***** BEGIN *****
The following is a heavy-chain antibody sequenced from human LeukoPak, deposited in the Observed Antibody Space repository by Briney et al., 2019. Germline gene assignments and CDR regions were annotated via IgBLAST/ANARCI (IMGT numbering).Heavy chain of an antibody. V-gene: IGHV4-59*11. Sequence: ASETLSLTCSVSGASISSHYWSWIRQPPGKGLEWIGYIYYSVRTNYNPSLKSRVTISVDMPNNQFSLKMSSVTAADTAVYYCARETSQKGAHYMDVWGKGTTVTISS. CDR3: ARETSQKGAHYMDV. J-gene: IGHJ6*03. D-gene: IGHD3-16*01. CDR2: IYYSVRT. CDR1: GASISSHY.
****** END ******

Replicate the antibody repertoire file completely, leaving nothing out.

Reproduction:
The following is a heavy-chain antibody sequenced from human LeukoPak, deposited in the Observed Antibody Space repository by Briney et al., 2019. Germline gene assignments and CDR regions were annotated via IgBLAST/ANARCI (IMGT numbering).Heavy chain of an antibody. V-gene: IGHV4-59*11. Sequence: ASETLSLTCSVSGASISSHYWSWIRQPPGKGLEWIGYIYYSVRTNYNPSLKSRVTISVDMPNNQFSLKMSSVTAADTAVYYCARETSQKGAHYMDVWGKGTTVTISS. CDR3: ARETSQKGAHYMDV. J-gene: IGHJ6*03. D-gene: IGHD3-16*01. CDR2: IYYSVRT. CDR1: GASISSHY.